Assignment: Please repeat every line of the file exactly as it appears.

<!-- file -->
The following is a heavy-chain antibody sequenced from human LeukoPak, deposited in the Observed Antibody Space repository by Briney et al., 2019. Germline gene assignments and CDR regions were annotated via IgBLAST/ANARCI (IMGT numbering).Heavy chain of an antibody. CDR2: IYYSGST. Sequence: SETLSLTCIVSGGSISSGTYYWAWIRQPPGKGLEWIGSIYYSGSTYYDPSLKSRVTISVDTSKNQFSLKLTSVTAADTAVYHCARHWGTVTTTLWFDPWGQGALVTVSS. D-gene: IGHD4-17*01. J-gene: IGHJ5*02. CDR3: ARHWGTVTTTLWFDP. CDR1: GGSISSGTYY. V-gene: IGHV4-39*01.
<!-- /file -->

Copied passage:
The following is a heavy-chain antibody sequenced from human LeukoPak, deposited in the Observed Antibody Space repository by Briney et al., 2019. Germline gene assignments and CDR regions were annotated via IgBLAST/ANARCI (IMGT numbering).Heavy chain of an antibody. CDR2: IYYSGST. Sequence: SETLSLTCIVSGGSISSGTYYWAWIRQPPGKGLEWIGSIYYSGSTYYDPSLKSRVTISVDTSKNQFSLKLTSVTAADTAVYHCARHWGTVTTTLWFDPWGQGALVTVSS. D-gene: IGHD4-17*01. J-gene: IGHJ5*02. CDR3: ARHWGTVTTTLWFDP. CDR1: GGSISSGTYY. V-gene: IGHV4-39*01.